You hear this argument all the time these days. Everything is made of plastic. It’s never built to last. It breaks when you sneeze on it or drop it once. We all like to think back to the days when things were tougher, better-built, longer-lasting and looked nicer. But while some products were made from wonderfully innocent and safe materials, there are some things that you’ll be glad to know, aren’t made ‘the good old-fashioned way’. Here’s a few of them…

Matches. Around since the 1820s, matches are used for everything from lighting cigarettes and candles to startingcampfires. have you ever noticed that most matches today are all tipped red? Why?

Back in the 19th century, when matches were made by hand, one of the main ingredients in the chemical coating on the match-head was a substance called white phosphorus, a chemical used extensively in explosives and other pyrotecnics. In the 1800s it was also used in matchmaking. However, white phosphorus is a nasty substance. It gives off fumes which were inhaled by the ‘match-girls’, the girls and young women who worked in match-factories in the second half of the 1800s. The fumes caused a condition called ‘Phossy Jaw’. Phossy Jaw started with toothaches…then bone damage…then decay…eventually, your teeth would drop out, your gums would rot away and your bones would start glowing a flourescent green! Phossy Jaw also causes brain damage.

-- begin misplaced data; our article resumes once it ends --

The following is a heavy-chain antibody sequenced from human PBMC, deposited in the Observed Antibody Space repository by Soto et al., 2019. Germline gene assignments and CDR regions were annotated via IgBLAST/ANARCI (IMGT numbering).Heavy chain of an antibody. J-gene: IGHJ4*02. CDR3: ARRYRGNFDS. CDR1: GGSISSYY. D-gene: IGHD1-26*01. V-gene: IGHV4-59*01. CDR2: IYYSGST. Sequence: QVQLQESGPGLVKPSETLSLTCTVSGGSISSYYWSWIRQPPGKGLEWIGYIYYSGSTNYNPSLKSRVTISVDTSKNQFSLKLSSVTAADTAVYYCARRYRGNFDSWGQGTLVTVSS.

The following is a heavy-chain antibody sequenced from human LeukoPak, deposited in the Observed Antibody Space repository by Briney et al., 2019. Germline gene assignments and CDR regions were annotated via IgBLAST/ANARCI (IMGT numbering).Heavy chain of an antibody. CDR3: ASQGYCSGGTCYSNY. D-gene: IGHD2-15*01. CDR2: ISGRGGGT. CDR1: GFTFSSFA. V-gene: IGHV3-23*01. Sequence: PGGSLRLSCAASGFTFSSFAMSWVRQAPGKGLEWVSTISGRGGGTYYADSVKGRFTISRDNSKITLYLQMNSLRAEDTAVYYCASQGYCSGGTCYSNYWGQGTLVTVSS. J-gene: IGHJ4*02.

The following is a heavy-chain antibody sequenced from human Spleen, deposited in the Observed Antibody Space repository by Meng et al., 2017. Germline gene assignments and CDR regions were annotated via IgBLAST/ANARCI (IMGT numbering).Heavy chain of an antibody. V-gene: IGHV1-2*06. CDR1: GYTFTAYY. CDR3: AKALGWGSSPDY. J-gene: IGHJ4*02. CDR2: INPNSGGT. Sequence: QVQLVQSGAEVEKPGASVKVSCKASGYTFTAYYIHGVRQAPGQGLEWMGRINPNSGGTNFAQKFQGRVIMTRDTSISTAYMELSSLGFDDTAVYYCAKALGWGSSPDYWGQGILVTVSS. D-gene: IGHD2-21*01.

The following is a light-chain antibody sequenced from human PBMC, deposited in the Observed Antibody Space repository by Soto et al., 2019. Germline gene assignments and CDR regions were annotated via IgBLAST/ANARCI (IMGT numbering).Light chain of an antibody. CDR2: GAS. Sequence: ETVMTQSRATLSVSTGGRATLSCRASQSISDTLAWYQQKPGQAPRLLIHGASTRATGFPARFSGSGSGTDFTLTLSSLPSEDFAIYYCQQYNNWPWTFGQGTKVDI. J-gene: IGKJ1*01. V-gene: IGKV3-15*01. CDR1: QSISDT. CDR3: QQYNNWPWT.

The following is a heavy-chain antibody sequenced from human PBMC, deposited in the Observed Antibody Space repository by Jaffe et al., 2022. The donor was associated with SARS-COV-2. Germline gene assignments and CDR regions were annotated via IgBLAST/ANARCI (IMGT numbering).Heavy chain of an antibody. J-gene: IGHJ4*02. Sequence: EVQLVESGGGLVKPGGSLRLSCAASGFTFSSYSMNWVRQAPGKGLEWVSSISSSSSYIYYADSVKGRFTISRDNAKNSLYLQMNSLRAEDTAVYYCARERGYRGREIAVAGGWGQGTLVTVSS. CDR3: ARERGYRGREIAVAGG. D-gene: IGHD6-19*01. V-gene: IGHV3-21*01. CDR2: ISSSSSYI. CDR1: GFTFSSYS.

Eventually, match-girls in England went on strike and the less poisonous red phosphorus (which is used today) was introduced. It wasn’t until the first decade or two of the 20th century that red phosphorus started replacing white phosphorus in any large quantities.

Hats: A hat, a proper hat, is a wonderful thing. Warm, stylish, fuzzy, smooth and made of the nicest and most wonderful material ever. Felt! But the way hats are made today is a lot different from how hats used to be made, and it’s that process that gave rise to the term ‘Mad as a Hatter’. Why?

From the 1700s up until the 1940s, the hatmaking process was highly poisonous. This was because it involved using a chemical to remove the fuzzy fur from the pelts of beavers and rabbits (the animal-furs and skins used in hatmaking) to give the characteristic smooth, fuzzy underlayer that is turned into felt. This process was carried out by rubbing the pelts with the chemical solution, then putting them into an oven to dry, then stretching the pelts and then shaving off the excess fur to expose the soft felt underneath. The only problem was the very start of this process-the addition of chemicals. Or specifically, one chemical. Mercury.